Wondering why it takes so long to fix some streetlights?

In the dark, often-rainy heart of winter, a nonfunctioning/malfunctioning streetlight stands out. Right now, West Seattle has more than 20 of them. After a question from a reader, we looked into the current state of streetlight trouble-reporting and repairs. Above is a screengrab from the Seattle City Light streetlight-repair tracking map. Once a streetlight’s been reported, it gets categorized at one of three levels. The most-common type in our area currently, marked by red dots on the map, generally will take a while to fix, the map explains, because: “The streetlight is failing due to issues within the streetlight’s electrical system. … These repairs require engineers to assess and design a solution to fix the streetlight’s electrical system.” Since so many nonfunctioning West Seattle lights are shown in that category, we asked SCL spokesperson Julie Moore to elaborate on what those “issues” tend to include, and whether that means repairs will take months rather than weeks. Here’s her reply:

The most common “issue” is often related to old equipment that needs to be brought up to current standards. As the note on the streetlight tracker says, these kind of fixes require additional time and effort as engineers must assess and design a solution, then it must go through permitting, crew scheduling and construction within the City right-of-way. Another issue that can sometimes prompt this type of solution is wire theft; however, this has not been as prevalent an issue in 2020 as in recent years.

Yes, these “red ticket” repair jobs can take much longer to complete than simple fixes for the reasons described above. Please also be aware that City Light is experiencing significant resource challenges and a growing backlog for certain work, including streetlight repair and new service connections, at this time. Several factors combined created this situation, including a pause in work in response to Governor Inslee’s “Stay Home, Stay Healthy” order earlier this year, other COVID-related impacts to our operations staffing model and vacancies, as well as competing priority projects and unplanned essential work. Depending on the complexity of the project, we estimate timelines for completion are weeks or even months longer than in the pre-COVID world.

You may have noticed the pop-up note when you first visit the streetlight tracker site: Due to the COVID-19 pandemic, Seattle City Light is prioritizing essential critical infrastructure work and doing work in a way that minimizes service disruptions to customers. Crew availability is limited to emergency streetlighting repairs, so we apologize if there is a delay with your request.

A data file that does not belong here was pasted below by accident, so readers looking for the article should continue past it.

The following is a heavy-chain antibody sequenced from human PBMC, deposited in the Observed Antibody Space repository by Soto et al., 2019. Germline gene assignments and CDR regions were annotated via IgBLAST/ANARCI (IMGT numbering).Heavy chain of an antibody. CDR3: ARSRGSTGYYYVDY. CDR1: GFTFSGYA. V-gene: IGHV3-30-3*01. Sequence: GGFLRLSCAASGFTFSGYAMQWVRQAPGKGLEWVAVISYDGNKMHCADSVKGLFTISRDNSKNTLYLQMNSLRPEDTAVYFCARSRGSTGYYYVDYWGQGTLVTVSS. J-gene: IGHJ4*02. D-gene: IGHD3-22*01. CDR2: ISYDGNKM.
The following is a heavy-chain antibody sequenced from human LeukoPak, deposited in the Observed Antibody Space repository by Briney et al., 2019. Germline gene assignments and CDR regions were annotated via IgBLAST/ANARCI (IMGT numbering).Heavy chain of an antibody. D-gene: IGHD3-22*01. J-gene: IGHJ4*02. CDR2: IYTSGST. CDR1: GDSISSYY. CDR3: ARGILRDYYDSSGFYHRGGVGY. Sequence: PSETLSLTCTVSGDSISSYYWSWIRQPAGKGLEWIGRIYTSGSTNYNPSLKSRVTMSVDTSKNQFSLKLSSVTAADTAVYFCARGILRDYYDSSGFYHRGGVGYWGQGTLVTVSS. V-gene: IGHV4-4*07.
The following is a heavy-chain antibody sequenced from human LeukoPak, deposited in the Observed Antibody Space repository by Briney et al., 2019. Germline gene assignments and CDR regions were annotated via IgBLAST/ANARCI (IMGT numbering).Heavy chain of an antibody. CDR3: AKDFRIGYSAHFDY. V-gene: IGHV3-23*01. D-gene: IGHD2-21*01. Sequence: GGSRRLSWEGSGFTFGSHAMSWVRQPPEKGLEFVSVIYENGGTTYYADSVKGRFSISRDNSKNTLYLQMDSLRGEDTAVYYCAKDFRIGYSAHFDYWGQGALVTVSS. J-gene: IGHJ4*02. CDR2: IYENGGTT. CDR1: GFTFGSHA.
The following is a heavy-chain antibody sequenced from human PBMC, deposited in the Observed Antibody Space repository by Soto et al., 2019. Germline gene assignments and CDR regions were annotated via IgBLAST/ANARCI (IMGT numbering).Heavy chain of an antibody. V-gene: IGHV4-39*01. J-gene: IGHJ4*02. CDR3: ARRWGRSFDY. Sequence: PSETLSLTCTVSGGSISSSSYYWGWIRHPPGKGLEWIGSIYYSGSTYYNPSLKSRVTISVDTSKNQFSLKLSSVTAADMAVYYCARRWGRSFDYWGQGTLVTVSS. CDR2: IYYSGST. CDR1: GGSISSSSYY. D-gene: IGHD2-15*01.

We will continue to prioritize emergency repairs to address public safety concerns. Our goal is to meet or exceed our customer expectations and it is disappointing when we do not. We are working on near- and long-term improvements to address the backlog and reduce project timelines.

Some repairs can be completed more quickly, so keep reporting nonfunctioning streetlights – check the map first to see if someone has already made a report – click on a dot to see the address and pole # to verify it’s the same one. There are multiple ways to report a problem – this online form, the Find It Fix It app, street.light@seattle.gov, or 206-684-7056.

19 Replies to "Wondering why it takes so long to fix some streetlights?"

  • Pawk December 30, 2020 (1:19 pm)

    So let me get this straight, Seattle  City Light needs a permit from the city of Seattle to fix a city owned light?

    • Morgan December 30, 2020 (2:19 pm)

      That’s how it works everywhere. Public works in every city in US has to get permits from their own city building departments. All of America has things like this…then add jurisdictional boundaries, county and state government, federal reviews…and you’ll get to see why we don’t just build trains and roads like we used to a hundred years ago or some counties do today. In other words, your sarcastic question is both trifling and profound…to make it work in a way you’d think of as common sense is quite literally impossible at this point. If we were all better informed on the actual processes people have to work within maybe we could question our elected officials in a more constructive, productive way that led to citizen led reform. But cmon, it’s just a couple streetlights. Couple other logistics emergencies happening these days.

    • Peter December 31, 2020 (9:47 am)

      The city is not exempt from building code. 

  • LR December 30, 2020 (1:52 pm)

    Does this seem reasonable in this day and age to anyone?  I wonder how soon a streetlight gets fixed in Germany…

  • West Seattle Neighbor. December 30, 2020 (1:52 pm)

    Another example of the “deep state”!  

  • Stickerbush December 30, 2020 (1:52 pm)

    How many SCL employees does it take to change a light bulb?(Sorry, couldn’t resist.)